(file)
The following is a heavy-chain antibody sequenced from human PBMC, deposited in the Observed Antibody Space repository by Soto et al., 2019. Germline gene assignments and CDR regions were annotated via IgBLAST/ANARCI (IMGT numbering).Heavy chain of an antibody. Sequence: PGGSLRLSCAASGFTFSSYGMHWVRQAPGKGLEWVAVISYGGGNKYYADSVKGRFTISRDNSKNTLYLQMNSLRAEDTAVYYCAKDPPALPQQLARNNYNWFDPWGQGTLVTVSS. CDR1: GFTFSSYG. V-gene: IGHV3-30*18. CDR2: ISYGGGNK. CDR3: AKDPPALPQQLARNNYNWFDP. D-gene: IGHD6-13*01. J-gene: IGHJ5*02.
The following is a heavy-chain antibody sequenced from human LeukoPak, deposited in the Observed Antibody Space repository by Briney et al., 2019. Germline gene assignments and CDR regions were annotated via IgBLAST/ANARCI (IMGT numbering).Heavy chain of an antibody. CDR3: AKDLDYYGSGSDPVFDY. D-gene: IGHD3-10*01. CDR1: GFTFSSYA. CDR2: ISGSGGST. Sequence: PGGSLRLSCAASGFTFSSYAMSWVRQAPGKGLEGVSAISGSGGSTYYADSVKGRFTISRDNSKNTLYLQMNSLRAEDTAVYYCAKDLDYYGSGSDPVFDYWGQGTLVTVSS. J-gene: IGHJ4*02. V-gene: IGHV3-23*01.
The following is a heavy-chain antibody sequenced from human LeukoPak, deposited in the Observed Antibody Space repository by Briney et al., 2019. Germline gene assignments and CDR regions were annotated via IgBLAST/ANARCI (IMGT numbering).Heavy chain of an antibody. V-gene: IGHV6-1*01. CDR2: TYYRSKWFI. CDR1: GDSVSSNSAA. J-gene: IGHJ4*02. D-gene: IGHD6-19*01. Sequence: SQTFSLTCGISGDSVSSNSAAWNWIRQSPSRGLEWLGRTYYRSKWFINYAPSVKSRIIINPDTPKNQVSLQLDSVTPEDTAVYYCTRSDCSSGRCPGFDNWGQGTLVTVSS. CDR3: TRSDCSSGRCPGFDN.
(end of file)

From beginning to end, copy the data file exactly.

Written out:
The following is a heavy-chain antibody sequenced from human PBMC, deposited in the Observed Antibody Space repository by Soto et al., 2019. Germline gene assignments and CDR regions were annotated via IgBLAST/ANARCI (IMGT numbering).Heavy chain of an antibody. Sequence: PGGSLRLSCAASGFTFSSYGMHWVRQAPGKGLEWVAVISYGGGNKYYADSVKGRFTISRDNSKNTLYLQMNSLRAEDTAVYYCAKDPPALPQQLARNNYNWFDPWGQGTLVTVSS. CDR1: GFTFSSYG. V-gene: IGHV3-30*18. CDR2: ISYGGGNK. CDR3: AKDPPALPQQLARNNYNWFDP. D-gene: IGHD6-13*01. J-gene: IGHJ5*02.
The following is a heavy-chain antibody sequenced from human LeukoPak, deposited in the Observed Antibody Space repository by Briney et al., 2019. Germline gene assignments and CDR regions were annotated via IgBLAST/ANARCI (IMGT numbering).Heavy chain of an antibody. CDR3: AKDLDYYGSGSDPVFDY. D-gene: IGHD3-10*01. CDR1: GFTFSSYA. CDR2: ISGSGGST. Sequence: PGGSLRLSCAASGFTFSSYAMSWVRQAPGKGLEGVSAISGSGGSTYYADSVKGRFTISRDNSKNTLYLQMNSLRAEDTAVYYCAKDLDYYGSGSDPVFDYWGQGTLVTVSS. J-gene: IGHJ4*02. V-gene: IGHV3-23*01.
The following is a heavy-chain antibody sequenced from human LeukoPak, deposited in the Observed Antibody Space repository by Briney et al., 2019. Germline gene assignments and CDR regions were annotated via IgBLAST/ANARCI (IMGT numbering).Heavy chain of an antibody. V-gene: IGHV6-1*01. CDR2: TYYRSKWFI. CDR1: GDSVSSNSAA. J-gene: IGHJ4*02. D-gene: IGHD6-19*01. Sequence: SQTFSLTCGISGDSVSSNSAAWNWIRQSPSRGLEWLGRTYYRSKWFINYAPSVKSRIIINPDTPKNQVSLQLDSVTPEDTAVYYCTRSDCSSGRCPGFDNWGQGTLVTVSS. CDR3: TRSDCSSGRCPGFDN.